Bing To Charge For Search API Calls

Martin Brinkmann
Apr 13, 2012
Updated • Sep 11, 2018
Microsoft, Search

Microsoft's search engine Bing did not charge third party developers for search api calls until now; this allowed developers with large, small and no budget at all to make use of the search results the search engine provided.  A recent blog post on the Bing developer blog indicates that this is going to change in the coming months.

Microsoft will move the Bing Search API to Microsoft's Windows Azure Marketplace, a place where developers can access data sets and apis the company maintains and provides access to.

The biggest change for all developers is that Microsoft will begin to charge for Bing Search API calls.

According to the blog post, pricing starts at approximately $40 for 20,000 queries per month. Additional pricing tiers have not been made available yet, and as it stands, the new pricing will affect both commercial and non-profit organizations, and large and small developers alike.

bing web search api

Update: Pricing details can be looked at on the Azure website. Pricing starts at $4 per 1000 API queries. End

The impact will be quite serious for a lot of developers. Here are some examples on how this may affect developers:

  • Developers who create apps that use Bing's Search API for free can probably not afford to pay for the search queries that users of their app make. A developer whose application makes 10,000 API queries per day would have to pay at least $40 per day to Microsoft. Problematic if the the app is offered for free and not sustainable.
  • Search engines like Duck Duck Go may have a hard time justifying the expenses.
  • Non profit organizations who utilize Bing search through the API as well may not be able to afford paying for api calls.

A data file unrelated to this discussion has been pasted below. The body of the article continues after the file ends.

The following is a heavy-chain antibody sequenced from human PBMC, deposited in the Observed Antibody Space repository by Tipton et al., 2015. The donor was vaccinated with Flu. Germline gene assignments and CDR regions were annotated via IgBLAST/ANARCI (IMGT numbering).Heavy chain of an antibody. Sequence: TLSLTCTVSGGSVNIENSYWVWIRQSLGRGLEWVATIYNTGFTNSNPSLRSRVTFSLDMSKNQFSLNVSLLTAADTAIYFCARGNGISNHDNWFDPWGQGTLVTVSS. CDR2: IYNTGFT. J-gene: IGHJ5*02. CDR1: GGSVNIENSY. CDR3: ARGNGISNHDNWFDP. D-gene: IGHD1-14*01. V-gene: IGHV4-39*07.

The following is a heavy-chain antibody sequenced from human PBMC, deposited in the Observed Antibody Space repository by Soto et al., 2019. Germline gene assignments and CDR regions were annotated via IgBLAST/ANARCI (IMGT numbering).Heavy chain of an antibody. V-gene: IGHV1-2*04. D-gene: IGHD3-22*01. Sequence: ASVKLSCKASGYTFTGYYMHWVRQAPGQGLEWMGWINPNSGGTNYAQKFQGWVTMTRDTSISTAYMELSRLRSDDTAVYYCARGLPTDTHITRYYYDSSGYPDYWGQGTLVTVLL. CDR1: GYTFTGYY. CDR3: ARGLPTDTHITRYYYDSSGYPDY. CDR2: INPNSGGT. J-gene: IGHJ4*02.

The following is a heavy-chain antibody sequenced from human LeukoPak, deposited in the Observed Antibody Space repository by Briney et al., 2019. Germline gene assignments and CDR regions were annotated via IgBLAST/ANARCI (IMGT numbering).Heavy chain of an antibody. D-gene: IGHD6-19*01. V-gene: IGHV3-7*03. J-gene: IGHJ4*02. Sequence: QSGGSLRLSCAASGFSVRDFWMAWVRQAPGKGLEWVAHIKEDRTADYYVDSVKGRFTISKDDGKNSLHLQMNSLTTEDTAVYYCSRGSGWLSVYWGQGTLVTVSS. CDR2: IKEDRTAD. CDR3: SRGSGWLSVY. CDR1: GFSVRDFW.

The biggest issue here is that all developers and organizations have to pay. From the Windows Phone developer who is offering apps for free to multi-billion Dollar organizations.

Microsoft confirmed that developers who use more than 3 or 4 million search queries per month "can expect to transition through a separate process" without going into further details how it will look like but it is likely that these higher end developers may be able to negotiate better deals.

The Bing team in a comment on the site mentioned that Microsoft is currently "thinking about ways to enable smaller scale applications to keep experimenting with the API".

Having to pay for search api calls could force a lot of developers to move away from Bing to a service that is not charging them for search api calls.

The Bing team notes that the transition will being in several weeks and take months to complete. Developers can use the new and old api during the transition. Once the period is over, the original Bing Searhc API 2.0 will no longer be accessible.

What's your take on the development?

Bing To Charge For Search API Calls
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Bing To Charge For Search API Calls
Microsoft announced in 2012 that it would start to charge for API calls made to various Bing services including Bing Web Search.
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  1. Roman ShaRP said on April 13, 2012 at 9:45 pm

    From my user perspective I’m unmoved: I didn’t use Bing, and I can’t name any app using Bing that I depend on. So I’m not concerned because I’m not forced to pay for something. AFAIK Google custom search remains free, and AFAIK that’s maximum what is needed for sites I use.

    1. Gonzo said on April 13, 2012 at 11:20 pm

      If you’re not paying for the product, you are the product. Evidenced by the privacy concerns surrounding most “free” online services.

  2. ilev said on April 13, 2012 at 5:58 pm

    Microsoft to sell Bing to Facebook ?

    Microsoft Swap Bing for Facebook Shares? That’d Be a Good Trade, Says Nomura

    In a brief item on CNBC earlier today, capital markets editor Gary Kaminsky made passing reference to a report that apparently claims Microsoft (MSFT) might be considering giving its “Bing” search operations to Facebook after the latter goes public, in return for additional shares in the social networking outfit.

    Kaminsky said he would make available more details on the report, though I’ve been unable to turn up that information through CNBC representatives….

  3. Morely the IT Guy said on April 13, 2012 at 4:31 pm

    Well, there’s an easy solution to that; just use Google instead.

    1. Anon said on April 13, 2012 at 6:33 pm

      Well, Google search api is also not free. After 100 free queries, $5 per 1000 queries, for up to 10,000 queries per day, which is much more costly.

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